Warning: Large amounts of pepper porn ahead. :-)
Over the past couple of weeks, as the weather has turned more seasonable, the gardens have really taken off. Almost all of our plants, both in the container and community garden have fruit on them. Some of the peppers and tomatoes are even starting to ripen. As I noted early, I made the "rookie" gardening mistake of labeling our plants with paper labels, which of course, fell off. I have finally been able to identify all but one of our plants in the garden, and I think the one I can't identify might be a sad cucumber plant - it's not doing all that well.
Not a whole lot to report work wise this week. It's been a lot hotter and sunnier here lately, so we've had to water the peppers in containers more. We've been trying to utilize "waste" water that we would have normally dumped down the drain. We're not talking greywater or anything here, just glasses of water that went "stale", leftover water from adding water to the pot while cooking beans, that kind of thing. But surprisingly, it has reduced the amount of "freshwater" we've had to use for the plants a little bit. We also fed the plants on the porch. We use organic "worm castings", which is just a fancy term for worm poo, but it really works well on the plants and doesn't burn them either. Vermicomposting, or composting using worms, is a great way to reduce your garbage, even if you live in a small space - by turning your "food waste" into healthy plant food. I will discuss this further in the next post in the Sustainable Local Diet Series (which I hope to post sometime this week). Sadly, we have to buy our worm castings, our apartment complex considers composting "trash", though we might be sneaky about it and he it here. Brett just lightly tilled up the soil, added a thick layer of the poo, and created some "aeration holes", using the high tech method of piercing deep into the soil with a chop stick to allow water and (hopefully) food to reach the plant roots quickly.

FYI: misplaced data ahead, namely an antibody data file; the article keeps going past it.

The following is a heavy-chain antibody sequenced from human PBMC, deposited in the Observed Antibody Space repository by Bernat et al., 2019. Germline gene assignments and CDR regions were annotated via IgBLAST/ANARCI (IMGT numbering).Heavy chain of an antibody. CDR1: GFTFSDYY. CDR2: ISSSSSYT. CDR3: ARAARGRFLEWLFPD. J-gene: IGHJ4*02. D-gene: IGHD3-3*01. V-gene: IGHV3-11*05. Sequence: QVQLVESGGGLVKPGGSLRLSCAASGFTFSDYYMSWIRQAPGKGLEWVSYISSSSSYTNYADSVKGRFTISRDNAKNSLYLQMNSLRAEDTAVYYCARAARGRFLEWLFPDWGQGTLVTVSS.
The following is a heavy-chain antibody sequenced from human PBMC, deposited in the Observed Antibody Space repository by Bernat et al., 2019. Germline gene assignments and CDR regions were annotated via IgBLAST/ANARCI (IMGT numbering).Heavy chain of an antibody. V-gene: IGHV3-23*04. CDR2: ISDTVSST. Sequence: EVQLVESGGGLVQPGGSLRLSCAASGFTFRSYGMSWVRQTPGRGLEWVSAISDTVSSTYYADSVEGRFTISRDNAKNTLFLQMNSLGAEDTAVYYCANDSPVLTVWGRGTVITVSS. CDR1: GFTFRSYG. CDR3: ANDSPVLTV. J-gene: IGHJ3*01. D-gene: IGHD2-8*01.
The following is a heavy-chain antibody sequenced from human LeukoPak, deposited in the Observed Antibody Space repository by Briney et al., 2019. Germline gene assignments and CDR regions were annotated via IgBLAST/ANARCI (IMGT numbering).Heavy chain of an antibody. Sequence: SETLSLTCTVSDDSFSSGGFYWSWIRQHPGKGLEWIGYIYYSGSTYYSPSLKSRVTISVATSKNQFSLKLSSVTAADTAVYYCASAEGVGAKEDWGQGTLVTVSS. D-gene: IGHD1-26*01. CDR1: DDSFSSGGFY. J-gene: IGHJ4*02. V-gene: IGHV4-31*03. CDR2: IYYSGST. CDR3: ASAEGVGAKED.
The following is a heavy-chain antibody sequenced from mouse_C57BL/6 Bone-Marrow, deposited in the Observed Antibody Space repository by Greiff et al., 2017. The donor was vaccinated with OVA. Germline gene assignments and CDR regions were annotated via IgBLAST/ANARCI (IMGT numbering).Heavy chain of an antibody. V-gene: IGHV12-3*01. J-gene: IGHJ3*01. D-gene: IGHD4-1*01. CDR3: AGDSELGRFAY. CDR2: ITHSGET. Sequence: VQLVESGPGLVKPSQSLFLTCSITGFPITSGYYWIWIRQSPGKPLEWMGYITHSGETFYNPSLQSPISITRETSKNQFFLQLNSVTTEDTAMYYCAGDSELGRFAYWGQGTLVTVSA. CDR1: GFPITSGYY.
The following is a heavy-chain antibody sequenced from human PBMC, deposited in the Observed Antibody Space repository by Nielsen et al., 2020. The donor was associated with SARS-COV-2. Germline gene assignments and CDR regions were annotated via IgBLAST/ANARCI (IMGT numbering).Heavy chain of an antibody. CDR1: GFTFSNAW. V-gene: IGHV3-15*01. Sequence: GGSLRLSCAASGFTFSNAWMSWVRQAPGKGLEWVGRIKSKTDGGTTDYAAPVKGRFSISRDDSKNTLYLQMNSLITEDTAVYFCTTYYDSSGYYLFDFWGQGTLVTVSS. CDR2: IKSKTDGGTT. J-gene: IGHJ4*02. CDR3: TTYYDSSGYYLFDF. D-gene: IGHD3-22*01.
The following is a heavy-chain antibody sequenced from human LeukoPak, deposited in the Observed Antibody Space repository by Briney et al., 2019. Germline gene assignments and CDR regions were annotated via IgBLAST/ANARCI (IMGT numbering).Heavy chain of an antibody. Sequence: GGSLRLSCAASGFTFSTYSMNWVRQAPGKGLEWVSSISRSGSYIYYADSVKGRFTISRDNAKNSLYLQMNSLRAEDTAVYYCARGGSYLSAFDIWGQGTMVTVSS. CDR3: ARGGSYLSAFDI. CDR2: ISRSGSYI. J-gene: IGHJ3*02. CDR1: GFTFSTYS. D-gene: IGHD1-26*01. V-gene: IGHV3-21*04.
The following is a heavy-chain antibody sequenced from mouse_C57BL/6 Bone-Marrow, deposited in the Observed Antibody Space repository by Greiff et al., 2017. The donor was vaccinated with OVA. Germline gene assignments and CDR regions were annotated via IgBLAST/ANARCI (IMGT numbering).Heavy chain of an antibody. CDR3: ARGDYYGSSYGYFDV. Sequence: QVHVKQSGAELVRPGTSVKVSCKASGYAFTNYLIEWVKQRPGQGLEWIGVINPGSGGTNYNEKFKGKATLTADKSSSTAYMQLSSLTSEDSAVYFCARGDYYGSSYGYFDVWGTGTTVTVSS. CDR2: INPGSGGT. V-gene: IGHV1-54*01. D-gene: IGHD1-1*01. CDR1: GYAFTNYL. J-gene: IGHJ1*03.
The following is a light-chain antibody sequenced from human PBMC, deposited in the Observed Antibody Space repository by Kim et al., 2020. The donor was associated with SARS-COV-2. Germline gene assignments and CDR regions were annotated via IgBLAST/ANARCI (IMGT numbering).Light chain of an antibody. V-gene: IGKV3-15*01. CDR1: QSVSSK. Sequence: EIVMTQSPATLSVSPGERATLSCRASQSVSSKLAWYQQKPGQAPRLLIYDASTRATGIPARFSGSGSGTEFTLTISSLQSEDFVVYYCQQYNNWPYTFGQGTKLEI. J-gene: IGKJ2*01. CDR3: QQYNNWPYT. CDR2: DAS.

I really think gardening, the fresh fruits and veggies, and all the critters are what make me look forward to the stiflingly hot summer months, 'cause otherwise, it's just uncomfortable. :-)
Here's the container garden:
Chocolate bell pepper.
Our jalapeno plant. This plant is gorgeous, it really is, it could stand as a houseplant in my opinion, it's very balanced, it's healthy, and the peppers are beautiful.
We finally have some poblanos! We had one early in the season and it fell off in one of the windy bouts we experienced, and then just really didn't do anything until now. Now there are about 6 or so little peppers starting.
Petite orange bell peppers. There are so many peppers on this plant. I can't wait to eat 'em, I bet they'll be sweet.
The Hungarian Wax plant is has a lot of peppers on it as well. I am hoping to pickle these as you would banana peppers, only difference is they'll be spicier. Wahoo!
The "Super Chile". This plant isn't actually doing all that great, it's got peppers on it, but the leaves are dropping off and the color is getting lighter. Not sure what's wrong with it, I thought it might be getting too much water, so we'll see.
We have a serrano pepper ripening. I love red serrano peppers, oh my!
The apartments we live in are kind of old and the decks have seen better days, so they make prime nesting spaces for the little sparrows, finches, and starlings in the area. This little guy has a nest in the top of the porch and we see him regularly. He's gotten used to us and will get quite close. I was able to get to within about 3-4 feet of him with the camera (I zoomed in on him)!
Cayenne peppers are really cool when they ripen. They start out green, turn almost black, then to a neon red, and then the red will soften and they are ready to pick. It looks like these will all be ready at roughly the same time. A co-worker of mine got a dehydrator at an auction and gave it to Brett and I. We're not sure if it works or not yet, but if it does it will make drying peppers a much quicker process. Otherwise, we may be the "interesting" people in the neighborhood with peppers strung across their porch. ;-)